So, what companies are actually using wikis? Wikis have found their greatest initial success in a few specific areas of the corporate landscape that require heavy doses of content management, such as project management and spec control.
According to a Gilbane survey of 73 companies, it's mostly small businesses (those with less than $25 million in revenues) that are experimenting with wiki technology. That's no surprise, given the software's affordability and ease of implementation. However, several large enterprises have successfully deployed wikis as well.
Nokia has been using Socialtext wiki software for a year and a half to facilitate information exchange within its Insight & Foresight group. Yahoo uses Twiki software to help its development team overcome the problems associated with working from a variety of separate locations. Michelin China also uses Twiki as a knowledge management tool. Jean-Noel Simonnet, from the company's IT department, writes, "Our purpose was to share ALL the information, procedures, setup documents, so that we were less dependent on a particular staff member knowledge, so that nobody in the team has any document left in a personal directory."
Kodak, Cingular, Disney, Motorola, and SAP are also among the notable companies with wiki success stories.
Content management is likely to hybridize with the wiki into a new, more robust application that combines the strengths of both tools.
What are these folks doing that the L.A. Times could or did not? Two things distinguish these successful implementations from the Times flop: They are behind company firewalls and for official use only. As would be expected, this significantly reduces the likelihood of misuse, and ensures that the wiki is a tool rather than a playground. In other words, in order to be of value to the corporate community, a wiki needs to comprise a set of internal documents, an intraweb that can be maintained by its users from within a browser.
Leading the charge of enterprise wiki solutions are Atlassian, JotSpot, and Socialtext.
JotSpot was started by the co-founders of Excite and is a cross between a wiki and a database. JotSpot was built from scratch and is not open-source, but is free to use by open-source projects. By offering additional features such as forms and integration with external data, JotSpot is able to overcome the issue of wikis being essentially limited to handling text documents.
Socialtext is based on the open-source Kwiki software and has managed to land some powerhouse clients like Nokia and Ziff-Davis. The company even ships a standalone appliance with the software preinstalled.
Atlassian Software's enterprise wiki is called Confluence. Atlassian's codebase is composed almost exclusively of open-source libraries, and like JotSpot and SocialText, the company contributes to the open-source community and open-source projects may freely use its code. Although its software packages are not strictly open source, Atlassian does provide licensees with the source code.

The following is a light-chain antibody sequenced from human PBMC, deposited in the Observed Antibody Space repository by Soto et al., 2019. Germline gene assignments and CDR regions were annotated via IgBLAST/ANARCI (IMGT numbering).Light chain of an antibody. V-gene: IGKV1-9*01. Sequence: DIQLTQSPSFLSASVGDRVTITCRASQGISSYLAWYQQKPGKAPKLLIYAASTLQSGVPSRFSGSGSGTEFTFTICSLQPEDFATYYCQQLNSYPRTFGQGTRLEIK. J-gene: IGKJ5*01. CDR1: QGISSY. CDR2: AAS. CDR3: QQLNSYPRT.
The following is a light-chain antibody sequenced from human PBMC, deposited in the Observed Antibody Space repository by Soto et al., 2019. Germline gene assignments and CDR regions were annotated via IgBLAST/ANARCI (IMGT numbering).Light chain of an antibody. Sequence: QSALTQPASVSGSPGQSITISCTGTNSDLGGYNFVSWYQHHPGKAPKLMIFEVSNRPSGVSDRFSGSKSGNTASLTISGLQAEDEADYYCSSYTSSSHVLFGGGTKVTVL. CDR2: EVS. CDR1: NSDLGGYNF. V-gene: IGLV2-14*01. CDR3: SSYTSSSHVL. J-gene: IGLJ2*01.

On the strictly open-source/non-commercial front, there are several major players:
- Tikiwiki has an editorial engine for submitting, editing and approving article submissions as well as a workflow project management system.
- Twiki can be expanded dramatically with server-side plug-in modules that allow for specific handling of functions like calendars, spreadsheets, RSS, barcodes, and so on.
- Zwiki offers a plug-in WYSIWYG HTML editor called Epoz that supports all the major browsers.
- Perspective is popular with some large companies and seems to be the wiki many big businesses get their feet wet with first.
Each of these wiki distributions has its own pros and cons, but each is a stable and functional package right out of the box. Which one you choose will depend upon your budget, the features that matter to you, and your IT department's ability to implement and maintain it.
Watch Out For Wikis
One of the fundamental challenges to all companies is to ensure that information flows through and between groups with as little decay as possible. A wiki is a highly effective means of handling this task. It turns document management into something that can be easily tuned to users' sensibilities rather than preconceived notions imposed by the developers of content management software.
Content management packages will likely be around for the foreseeable future, but they will be under increasing pressure from wikis. As is evidenced by the enterprise wikis currently on the market, content management is likely to hybridize with the wiki into a new, more robust application that combines the strengths of both tools. Watch for wikis or wiki hybrids to appear in your workplace before long.